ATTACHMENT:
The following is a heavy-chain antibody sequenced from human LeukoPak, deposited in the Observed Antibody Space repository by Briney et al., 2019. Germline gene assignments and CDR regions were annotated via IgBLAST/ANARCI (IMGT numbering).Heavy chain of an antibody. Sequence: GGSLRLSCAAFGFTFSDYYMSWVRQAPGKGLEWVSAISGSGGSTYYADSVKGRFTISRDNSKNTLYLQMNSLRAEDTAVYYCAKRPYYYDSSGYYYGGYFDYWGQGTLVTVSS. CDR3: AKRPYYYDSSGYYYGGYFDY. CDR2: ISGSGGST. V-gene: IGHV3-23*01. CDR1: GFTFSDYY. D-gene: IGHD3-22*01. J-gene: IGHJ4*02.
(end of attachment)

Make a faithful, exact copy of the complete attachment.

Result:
The following is a heavy-chain antibody sequenced from human LeukoPak, deposited in the Observed Antibody Space repository by Briney et al., 2019. Germline gene assignments and CDR regions were annotated via IgBLAST/ANARCI (IMGT numbering).Heavy chain of an antibody. Sequence: GGSLRLSCAAFGFTFSDYYMSWVRQAPGKGLEWVSAISGSGGSTYYADSVKGRFTISRDNSKNTLYLQMNSLRAEDTAVYYCAKRPYYYDSSGYYYGGYFDYWGQGTLVTVSS. CDR3: AKRPYYYDSSGYYYGGYFDY. CDR2: ISGSGGST. V-gene: IGHV3-23*01. CDR1: GFTFSDYY. D-gene: IGHD3-22*01. J-gene: IGHJ4*02.